You should definitely try it! Go with skim milk as it appears to harden a lot faster and get a lot harder. For the first week or so (until the moisture seems gone) I keep them pressed between two cookie sheets with paper towels on both sides changing them daily. Wait at least a few days to cut them into shapes you like and go a good chunk bigger to account for shrinking. Don’t sand until they harden a lot and when you do, go slow. I am using 80 -180 to get them down and bevel and then 800-1200 to smooth and polish. 1 cup of milk should make about 4 tad shaped sized picks. Maybe 5 if you like them slightly smaller. Click image for larger version. 

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  7. #30
    Registered User Mark Seale's Avatar
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    Default Re: Homemade Casein Picks

    Quote Originally Posted by bradinbrooklyn View Post
    It’s just simple food coloring. You can add it right to the milk pre-curdling or if you want a little more control and different colors you can add it into the curds when kneading them out. This one above is actually green but looks like a black truffle slice currently. Here’s a few more to show scale next to a blue chip tad. They shrink a lot so I am still figuring out that part. The black (green) ones are still being sanded and beveled. The little red one is all that made it out of the first red batch (the dog hair bonding agent was a fail). It is super small but like the other ones in the picture really hard and sturdy. I know some people like those super small jazz picks so will pass little red along to one of them. Personally I don’t know how anyone plays with them. I have passed a couple of the blue ones along to friends and people seem to dig them.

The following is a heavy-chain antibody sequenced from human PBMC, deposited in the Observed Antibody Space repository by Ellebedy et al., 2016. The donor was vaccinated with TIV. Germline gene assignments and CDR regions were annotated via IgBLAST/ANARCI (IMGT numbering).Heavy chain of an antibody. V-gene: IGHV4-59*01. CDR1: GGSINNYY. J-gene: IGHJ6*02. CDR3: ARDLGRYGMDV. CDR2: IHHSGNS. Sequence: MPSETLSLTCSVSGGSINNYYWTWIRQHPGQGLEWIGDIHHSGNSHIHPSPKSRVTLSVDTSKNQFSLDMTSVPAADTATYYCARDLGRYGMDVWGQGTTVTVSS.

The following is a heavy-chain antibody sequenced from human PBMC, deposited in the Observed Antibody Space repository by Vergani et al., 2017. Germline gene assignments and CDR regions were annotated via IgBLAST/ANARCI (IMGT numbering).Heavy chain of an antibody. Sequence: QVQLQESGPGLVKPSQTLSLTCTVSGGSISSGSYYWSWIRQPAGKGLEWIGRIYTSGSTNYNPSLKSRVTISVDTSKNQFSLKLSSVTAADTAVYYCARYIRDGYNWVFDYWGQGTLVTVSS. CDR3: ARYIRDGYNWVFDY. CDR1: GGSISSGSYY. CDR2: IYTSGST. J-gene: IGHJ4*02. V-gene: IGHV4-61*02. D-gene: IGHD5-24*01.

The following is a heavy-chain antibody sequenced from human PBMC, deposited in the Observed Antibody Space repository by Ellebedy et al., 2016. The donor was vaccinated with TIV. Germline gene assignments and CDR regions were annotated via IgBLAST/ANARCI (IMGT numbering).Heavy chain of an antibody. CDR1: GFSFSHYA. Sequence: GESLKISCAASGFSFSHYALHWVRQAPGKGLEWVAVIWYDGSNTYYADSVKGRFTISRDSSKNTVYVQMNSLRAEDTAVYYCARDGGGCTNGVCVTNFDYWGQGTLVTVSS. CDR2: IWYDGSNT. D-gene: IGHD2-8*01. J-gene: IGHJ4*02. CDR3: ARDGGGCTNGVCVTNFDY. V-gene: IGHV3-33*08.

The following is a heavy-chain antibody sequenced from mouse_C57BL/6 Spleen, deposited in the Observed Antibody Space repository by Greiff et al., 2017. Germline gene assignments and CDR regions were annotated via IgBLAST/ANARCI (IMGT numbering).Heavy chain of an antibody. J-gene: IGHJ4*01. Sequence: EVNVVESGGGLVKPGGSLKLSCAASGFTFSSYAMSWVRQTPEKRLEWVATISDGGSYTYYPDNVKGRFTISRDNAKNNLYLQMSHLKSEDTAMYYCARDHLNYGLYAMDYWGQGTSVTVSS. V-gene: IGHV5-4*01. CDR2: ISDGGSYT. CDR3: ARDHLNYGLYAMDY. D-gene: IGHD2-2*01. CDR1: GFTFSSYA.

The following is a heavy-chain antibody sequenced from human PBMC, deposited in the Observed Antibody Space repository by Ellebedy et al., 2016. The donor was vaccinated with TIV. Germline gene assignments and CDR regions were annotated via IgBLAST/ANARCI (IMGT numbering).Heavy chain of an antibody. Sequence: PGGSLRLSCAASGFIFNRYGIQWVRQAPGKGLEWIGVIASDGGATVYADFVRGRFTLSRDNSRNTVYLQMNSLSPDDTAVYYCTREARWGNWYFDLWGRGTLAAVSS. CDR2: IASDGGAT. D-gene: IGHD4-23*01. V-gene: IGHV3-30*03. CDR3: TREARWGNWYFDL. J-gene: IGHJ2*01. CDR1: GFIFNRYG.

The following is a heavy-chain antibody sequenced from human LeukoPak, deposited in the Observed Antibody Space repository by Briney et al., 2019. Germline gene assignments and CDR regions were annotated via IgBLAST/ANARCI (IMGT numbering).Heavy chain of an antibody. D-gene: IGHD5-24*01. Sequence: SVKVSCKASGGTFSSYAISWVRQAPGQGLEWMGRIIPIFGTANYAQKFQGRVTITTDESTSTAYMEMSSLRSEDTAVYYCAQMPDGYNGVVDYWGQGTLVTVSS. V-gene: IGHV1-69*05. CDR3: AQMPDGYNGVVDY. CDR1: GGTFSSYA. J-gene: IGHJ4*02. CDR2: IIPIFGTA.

You should definitely try it! Go with skim milk as it appears to harden a lot faster and get a lot harder. For the first week or so (until the moisture seems gone) I keep them pressed between two cookie sheets with paper towels on both sides changing them daily. Wait at least a few days to cut them into shapes you like and go a good chunk bigger to account for shrinking. Don’t sand until they harden a lot and when you do, go slow. I am using 80 -180 to get them down and bevel and then 800-1200 to smooth and polish. 1 cup of milk should make about 4 tad shaped sized picks. Maybe 5 if you like them slightly smaller. Click image for larger version.